Reviewed on 05/26/2017 | Details & Permalink

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Aleca Zamm Is a Wonder

Ginger Rue. Aladdin, $6.99 trade paper (160p) ISBN 978-1-4814-7060-5

On Aleca’s 10th birthday, her best friend predicts that “today is the day everything changes for Aleca Zamm.” And she’s right: Aleca quickly discovers that, by saying her own name, she can stop time. What does she do with this newfound power? Pull pranks on her classmates, teacher, and principal and cheat on a math test, of course. But before Aleca can move on to dangerously altering the course of human events, her heretofore unknown great-aunt Zephyr shows up to assure her that she’s not a witch but a magically talented “Wonder.” After the funny opening chapters that focus on Aleca’s use (and misuse) of her powers, the novel takes a prolonged detour into the Zamm family’s history of magic. While entertaining, it doesn’t move Aleca’s story along very far, and things seem to end before they ever really begin. Nevertheless, Rue’s (the Tig Ripley novels) heroine is memorably mischievous and strong-willed, which bodes well for her future adventures. Simultaneously available: Aleca Zamm Is Ahead of Her Time. Ages 7–10. Agent: Abigail Samoun, Red Fox Literary. (June)

Reviewed on 05/26/2017 | Details & Permalink

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Blue Sky Yellow Kite

Janet A. Holmes, illus. by Jonathan Bentley. Peter Pauper, $16.99 (32p) ISBN 978-1-4413-2482-5

In this unusual friendship story, originally published in Australia, a girl named Daisy is enchanted by a yellow fish kite she spies soaring in the sky. Following its line, she meets a boy, William, who shows Daisy how to fly it. She is so enamored of the experience that she flies the kite all the way home (“She does not look back once”), keeping it hidden away, partly out of guilt and partly because she isn’t ready to relinquish the kite. Bentley’s illustrations, which combine zigzagging pencil lines with airy splashes of watercolor, feel downright windswept—trees, grasses, the children’s hair, and the unfurling kite string seem to be in constant motion in nearly every scene. Holmes’s clipped text, by comparison, is more down to earth and doesn’t do much to evoke the joy the kite brings Daisy (“When she feels the kite catch the breeze, she releases it”). Although the author avoids spelling out Daisy’s conflicted emotions too blatantly, she never lets her speak (though William gets a few lines), which has the effect of keeping her heroine at arm’s length. Ages 4–8. (June)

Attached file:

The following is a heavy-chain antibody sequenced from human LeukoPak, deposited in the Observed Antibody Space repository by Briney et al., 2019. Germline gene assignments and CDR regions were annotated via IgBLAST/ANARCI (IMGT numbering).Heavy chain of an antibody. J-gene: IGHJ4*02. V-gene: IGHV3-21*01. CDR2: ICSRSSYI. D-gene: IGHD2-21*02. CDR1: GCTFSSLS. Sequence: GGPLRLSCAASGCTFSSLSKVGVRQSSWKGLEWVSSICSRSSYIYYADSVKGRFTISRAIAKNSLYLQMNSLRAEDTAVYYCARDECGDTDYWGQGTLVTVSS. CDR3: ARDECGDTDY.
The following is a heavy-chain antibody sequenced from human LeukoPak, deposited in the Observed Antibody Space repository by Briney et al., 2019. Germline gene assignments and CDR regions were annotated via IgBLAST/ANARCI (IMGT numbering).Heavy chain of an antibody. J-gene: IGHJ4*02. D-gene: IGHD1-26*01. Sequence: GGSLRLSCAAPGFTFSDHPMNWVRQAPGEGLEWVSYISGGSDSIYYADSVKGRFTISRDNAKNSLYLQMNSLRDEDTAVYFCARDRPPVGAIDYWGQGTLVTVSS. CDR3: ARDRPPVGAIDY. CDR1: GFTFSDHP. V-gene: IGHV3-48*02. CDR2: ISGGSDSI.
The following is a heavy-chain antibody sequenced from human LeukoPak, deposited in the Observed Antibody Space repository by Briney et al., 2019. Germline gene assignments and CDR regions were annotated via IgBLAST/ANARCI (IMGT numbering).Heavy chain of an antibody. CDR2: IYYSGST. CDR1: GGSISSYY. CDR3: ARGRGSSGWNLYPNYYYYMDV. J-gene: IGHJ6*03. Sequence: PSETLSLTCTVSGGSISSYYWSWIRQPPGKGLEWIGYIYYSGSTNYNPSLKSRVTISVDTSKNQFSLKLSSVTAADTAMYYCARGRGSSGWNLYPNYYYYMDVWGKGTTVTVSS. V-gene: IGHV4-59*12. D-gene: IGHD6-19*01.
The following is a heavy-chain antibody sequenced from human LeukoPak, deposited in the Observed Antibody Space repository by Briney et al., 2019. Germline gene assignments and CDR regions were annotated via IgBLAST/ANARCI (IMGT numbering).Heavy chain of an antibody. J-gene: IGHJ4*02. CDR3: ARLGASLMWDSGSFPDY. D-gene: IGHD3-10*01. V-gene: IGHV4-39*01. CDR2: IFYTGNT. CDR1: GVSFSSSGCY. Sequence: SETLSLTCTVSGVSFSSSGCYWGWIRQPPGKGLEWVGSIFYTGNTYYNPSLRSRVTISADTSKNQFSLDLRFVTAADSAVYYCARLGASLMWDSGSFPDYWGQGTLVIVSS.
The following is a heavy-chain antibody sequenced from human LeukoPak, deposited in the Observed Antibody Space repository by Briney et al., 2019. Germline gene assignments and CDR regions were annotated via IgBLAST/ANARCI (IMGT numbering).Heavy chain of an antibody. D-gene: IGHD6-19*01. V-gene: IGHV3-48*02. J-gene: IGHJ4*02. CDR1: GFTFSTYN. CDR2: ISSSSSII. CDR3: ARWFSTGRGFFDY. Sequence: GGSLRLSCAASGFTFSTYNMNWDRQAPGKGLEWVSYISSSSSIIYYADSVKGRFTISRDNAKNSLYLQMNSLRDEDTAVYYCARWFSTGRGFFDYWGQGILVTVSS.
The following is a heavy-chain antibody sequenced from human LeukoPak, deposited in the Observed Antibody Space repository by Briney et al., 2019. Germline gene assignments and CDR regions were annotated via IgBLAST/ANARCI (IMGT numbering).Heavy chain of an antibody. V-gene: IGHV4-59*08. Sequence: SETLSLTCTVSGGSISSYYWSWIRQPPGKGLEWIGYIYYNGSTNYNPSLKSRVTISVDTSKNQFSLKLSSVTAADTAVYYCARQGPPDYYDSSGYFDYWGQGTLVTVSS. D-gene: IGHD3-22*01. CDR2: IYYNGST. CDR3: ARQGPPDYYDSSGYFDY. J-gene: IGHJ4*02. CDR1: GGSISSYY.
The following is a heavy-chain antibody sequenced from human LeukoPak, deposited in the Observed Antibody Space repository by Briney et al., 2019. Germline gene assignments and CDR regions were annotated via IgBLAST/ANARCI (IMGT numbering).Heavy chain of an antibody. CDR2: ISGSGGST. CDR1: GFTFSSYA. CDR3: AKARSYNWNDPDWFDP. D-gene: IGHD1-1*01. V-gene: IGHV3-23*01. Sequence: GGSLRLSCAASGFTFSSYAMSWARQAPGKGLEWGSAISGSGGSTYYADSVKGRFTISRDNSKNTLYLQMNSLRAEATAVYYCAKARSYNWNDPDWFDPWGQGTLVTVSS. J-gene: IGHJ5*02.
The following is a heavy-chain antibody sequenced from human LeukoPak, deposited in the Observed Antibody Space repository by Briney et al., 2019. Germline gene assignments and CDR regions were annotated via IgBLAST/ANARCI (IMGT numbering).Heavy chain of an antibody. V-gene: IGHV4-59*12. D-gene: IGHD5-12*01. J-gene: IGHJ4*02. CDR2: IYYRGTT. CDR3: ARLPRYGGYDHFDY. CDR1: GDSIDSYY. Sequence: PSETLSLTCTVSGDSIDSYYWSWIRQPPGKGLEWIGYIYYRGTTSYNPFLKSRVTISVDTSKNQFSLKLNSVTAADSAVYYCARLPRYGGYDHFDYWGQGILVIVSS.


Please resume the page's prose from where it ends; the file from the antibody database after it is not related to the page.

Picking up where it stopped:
Reviewed on 05/26/2017 | Details & Permalink

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New York City Monsters: A Search and Find Book

Anne Paradis, illus. by Lucile Danis Drouot. City Monsters, $9.99 (22p) ISBN 978-2-924734-02-5

Paradis and Drouot take readers on a whimsical tour of the Big Apple in 10 scenes devoted to the city's landmarks and highlights, while simultaneously asking them to locate small (and not-so-small) monsters hidden throughout. The text offers a taste of city life, but the chief source of the book's fun comes from the visual variety of the monsters Drouot includes in her carefully detailed artwork, and the clever ways she hides them: these monsters can be seen driving taxis, blending in with leafy green trees, and looking a lot like typical Times Square tourists—if not for the tusks and tentacles that give them away. Simultaneously available: Chicago Monsters and San Francisco Monsters. Ages 3–up. (May)

Reviewed on 05/26/2017 | Details & Permalink